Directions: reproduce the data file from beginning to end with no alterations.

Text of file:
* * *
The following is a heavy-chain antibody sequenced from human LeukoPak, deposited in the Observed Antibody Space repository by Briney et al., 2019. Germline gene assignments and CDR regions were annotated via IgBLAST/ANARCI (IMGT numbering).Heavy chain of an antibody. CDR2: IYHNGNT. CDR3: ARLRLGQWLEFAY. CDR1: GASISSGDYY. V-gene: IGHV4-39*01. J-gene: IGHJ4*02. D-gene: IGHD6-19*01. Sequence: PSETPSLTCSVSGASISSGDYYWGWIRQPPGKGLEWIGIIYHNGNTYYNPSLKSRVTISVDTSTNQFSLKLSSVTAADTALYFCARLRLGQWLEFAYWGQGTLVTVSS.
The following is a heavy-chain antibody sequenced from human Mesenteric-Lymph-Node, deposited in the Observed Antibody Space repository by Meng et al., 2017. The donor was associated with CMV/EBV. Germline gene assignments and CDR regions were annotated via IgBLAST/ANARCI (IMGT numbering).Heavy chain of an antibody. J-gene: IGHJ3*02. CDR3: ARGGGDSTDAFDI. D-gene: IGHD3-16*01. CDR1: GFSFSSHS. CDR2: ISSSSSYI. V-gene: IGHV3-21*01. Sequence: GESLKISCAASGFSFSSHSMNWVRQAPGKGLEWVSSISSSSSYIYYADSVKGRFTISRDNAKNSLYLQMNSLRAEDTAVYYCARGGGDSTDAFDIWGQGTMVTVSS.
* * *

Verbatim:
The following is a heavy-chain antibody sequenced from human LeukoPak, deposited in the Observed Antibody Space repository by Briney et al., 2019. Germline gene assignments and CDR regions were annotated via IgBLAST/ANARCI (IMGT numbering).Heavy chain of an antibody. CDR2: IYHNGNT. CDR3: ARLRLGQWLEFAY. CDR1: GASISSGDYY. V-gene: IGHV4-39*01. J-gene: IGHJ4*02. D-gene: IGHD6-19*01. Sequence: PSETPSLTCSVSGASISSGDYYWGWIRQPPGKGLEWIGIIYHNGNTYYNPSLKSRVTISVDTSTNQFSLKLSSVTAADTALYFCARLRLGQWLEFAYWGQGTLVTVSS.
The following is a heavy-chain antibody sequenced from human Mesenteric-Lymph-Node, deposited in the Observed Antibody Space repository by Meng et al., 2017. The donor was associated with CMV/EBV. Germline gene assignments and CDR regions were annotated via IgBLAST/ANARCI (IMGT numbering).Heavy chain of an antibody. J-gene: IGHJ3*02. CDR3: ARGGGDSTDAFDI. D-gene: IGHD3-16*01. CDR1: GFSFSSHS. CDR2: ISSSSSYI. V-gene: IGHV3-21*01. Sequence: GESLKISCAASGFSFSSHSMNWVRQAPGKGLEWVSSISSSSSYIYYADSVKGRFTISRDNAKNSLYLQMNSLRAEDTAVYYCARGGGDSTDAFDIWGQGTMVTVSS.